I have been preparing our materials for the 2013 season, we are working this year on closing the gap between the end of one season and the beginning of the next. If we have learned anything thus far it's that our seasons blend and overlap, much of what we will sell in 2013 is already here on the farm.... eating, drinking, and needing time and attention.
Its been amazing this week to feel that shift and change from one season to the next, in the weather, on the farm, and in the office. Time peels back a bit outside... less light, colder, less to do... and expands in the house. Time next to wood stove, in the kitchen, and in the office is available at long last. Trying to make the most of it is the trick.
I love this shift and appreciate the chance to "plug in" to where the business is at and where we are going. Things are "contained" a bit more... animals in the barn, equipment slowly being put away for winter, etc. We start to have conversations about the year gone by, what went well, what we need to change, etc. I think more than anything we always want (doesn't everyone) to build on what we are doing well and to fix what we are doing less than well. Inevitably the conversation about prices comes up, this is a conversation that is in my head more than anywhere but its going on, all the time.
I thought this year it would be a good exercise if I were to lay out some specifics about a couple of our products so that our prices live in a context and have rational and logic behind them. I don't want anyone to think that we grab this stuff out of thin air. But lets be honest here, I am doing this mostly for myself... so that I can have something in print to look at when I think to myself: "Man, that's expensive!"
Lets start with Turkeys:
A. Because Thanksgiving is just passed and they are on my mind.
B. Because lots of people buy turkeys for thanksgiving and have some sort of reference point. We sell ours for $5 / lb. They were on sale up the road from us for $1.39 / lb. I have seen them at "the grocery store" for $.89 / lb.
C. Because they are a good example of the differences between raising something on pasture using organic feed and....not.
Take a look:
A couple words of explanation to be sure things are clear. First and foremost this is a "low ball" estimate regarding time. In other words these time estimates assume smooth sailing and no complications. You can easily start to add the hours at any sign of illness, injury, equipment failure, or extreme weather (Sandy!!).
That said: I visit the turkeys 3 times a day minimum. Chores in the morning, chores in the afternoon, then predator control at dusk. Chores, at a minimum, take 15 minutes on each end of the day. Food, water, move the cages and look over the birds morning and afternoon... so there is a half hour. Again that is a "low ball", why I am being generous and optimistic in this analysis is anyone's guess. I add ten minutes at night to close the cages, wrap them in electric fence, and make sure no turkeys have decided to roost on top of their cages. I assume that I will move the turkey fence at least every third day (with some exceptions) so that amounts to 10 times a month, so that is where the 17.5 hours comes from.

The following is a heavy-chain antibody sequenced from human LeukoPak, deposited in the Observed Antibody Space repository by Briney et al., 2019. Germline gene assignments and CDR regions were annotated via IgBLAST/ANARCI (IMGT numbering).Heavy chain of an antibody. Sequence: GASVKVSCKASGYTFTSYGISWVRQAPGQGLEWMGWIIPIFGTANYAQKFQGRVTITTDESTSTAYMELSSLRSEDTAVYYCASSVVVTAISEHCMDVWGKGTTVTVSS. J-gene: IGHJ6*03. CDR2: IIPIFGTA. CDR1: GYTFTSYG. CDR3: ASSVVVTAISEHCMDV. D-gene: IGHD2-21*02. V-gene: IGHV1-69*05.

You can immediately see why raising 20 turkeys is not a very effective way to pay myself... even with low ball estimates and assuming smooth sailing I would make less than $12 /hr. Not sure I know of any other professionals that earn such a wage. And while things improve when you boost the scale of an operation like ours (doubling turkey production would increase chore time a bit but not significantly) I think it is still reasonable to shoot for making between $30 and $40 / hr as a hard working professional producing a product of high quality. Think for a moment about the fees we pay to have our car or our house or our teeth worked on.... should those who produce our food be paid any less?
But still I fall into our cultural trap of flipping this equation on its head.... Turkey at $5 is just plain expensive.... right? Well, COMPARED TO WHAT? Part of the problem is that our conversation as a culture around food is about getting it cheap... Look again at how much my pay improves when I scale the operation up... now imagine the mechanized operations that care little about anything else but efficiency... that's how we get turkey at under a dollar a pound.
Labor is the key when it comes to farming in a way that is ecological and long term in thinking. What you need to move the animals around, raise them in an unpredictable environment (outside!), and tend to their needs without drugs and hormones is labor. Labor and the knowledge that comes form experience and time on the job.
Tomorrow I'll lay out the details on our beef operation, one I think we have pretty well figured and smooth running at this point.